Aphrodisiac Properties: Spices such as clove and nutmeg have been said to possess aphrodisiac properties, according to Unani medicine. Experiments on clove and nutmeg extracts were tested against standard drugs administered for that reason and both clove and nutmeg showed positive results.
Cure for Headaches: Headaches can be reduced by using cloves. Make a paste of a few cloves and mix it with a dash of rock salt. Add this to a glass of milk. This mixture reduces headaches quickly and effectively.
Side Effects of Using Clove
Clove Oil: Clove oils must not be used directly; instead they must be diluted either in olive oil or in distilled water. Clove extract oil is generally considered to be safe, but certain studies have revealed that they possess cytotoxic properties. There are two major components present in clove extract oil, eugenol and B-caryophyllene. These compounds were particularly effective against fibroblasts and endothelial cells.
Clove Cigarettes: In Indonesia, cloves are consumed on a large scale in the form of cigarettes, popularly known as kreteks. These clove cigarettes have emerged as an alternative to tobacco cigarettes, but research shows that clove cigarettes are actually worse than conventional cigarettes. In the case of clove cigarettes, the amount of nicotine, carbon monoxide, and tar entering into the lungs were higher than from tobacco cigarettes.
10 Low-Carb Foods That Are High in Polyphenols and Antioxidants
Michael Joseph, MSc –
September 6, 2016
Heart drinking coffee – Low Carb Foods With Antioxidants and Polyphenols Header Image Polyphenols are the most widely consumed antioxidants in our diet and have great importance to human health.
Based on the latest science, there is strong support for polyphenols contributing to the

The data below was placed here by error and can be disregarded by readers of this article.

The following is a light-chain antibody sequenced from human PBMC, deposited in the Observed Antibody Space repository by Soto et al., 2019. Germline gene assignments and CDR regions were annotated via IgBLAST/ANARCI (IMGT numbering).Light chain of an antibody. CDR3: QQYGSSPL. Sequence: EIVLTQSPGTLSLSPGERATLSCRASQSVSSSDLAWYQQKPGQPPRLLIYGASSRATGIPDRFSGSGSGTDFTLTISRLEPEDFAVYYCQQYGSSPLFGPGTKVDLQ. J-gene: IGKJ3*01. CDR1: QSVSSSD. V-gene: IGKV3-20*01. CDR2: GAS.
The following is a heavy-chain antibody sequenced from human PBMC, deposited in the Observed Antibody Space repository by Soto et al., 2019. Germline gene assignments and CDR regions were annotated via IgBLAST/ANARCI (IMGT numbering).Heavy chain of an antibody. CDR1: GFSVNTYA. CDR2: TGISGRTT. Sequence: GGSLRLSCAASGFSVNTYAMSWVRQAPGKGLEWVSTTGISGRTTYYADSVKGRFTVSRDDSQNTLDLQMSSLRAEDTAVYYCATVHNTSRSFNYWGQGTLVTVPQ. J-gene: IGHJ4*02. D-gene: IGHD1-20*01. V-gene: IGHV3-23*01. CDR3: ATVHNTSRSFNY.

prevention of cancer, cardiovascular diseases, diabetes, and dementia.
This article will take a look at some low-carb foods that are high in polyphenols.
What Are Polyphenols?
Polyphenols are an antioxidant found in many plants.
We can find them in foods or drinks that came from a plant source.
You can often hear the merits of red wine, dark chocolate, and various berries discussed in the media because they are polyphenol-rich foods.
Foods high in polyphenols can help protect the body against oxidative stress; a process that is believed to be central to the development of age-related disease.
All plant foods contain these compounds in varying amounts – from berries to grains and honey.
However, this article will concentrate on low carb sources of polyphenols.
What Are Antioxidants?
Polyphenols are a type of antioxidant, compounds which directly help protect our cells from oxidation.
Factors such as chronic inflammation due to poor lifestyle, diet, lack of sleep, and smoking all influence our health.
As a result, free radicals form which can attack our healthy cells and cause damage to our DNA.
This process is otherwise known as oxidative stress – something with close links to the development of various cancers and cardiovascular heart disease.
Hence antioxidants are vital. They strengthen our immune defenses and can delay or inhibit oxidative damage.
Let’s now take a look at 10 of the best sources of polyphenols.
Low-Carb Foods That Are High in Polyphenols
First of all, I have selected these foods from a variety of different groups.
Therefore you will see fruits, nuts, other healthy snack foods and some drinks.
1. BlackcurrantsLow carb foods high in polyphenol antioxidants – blackcurrants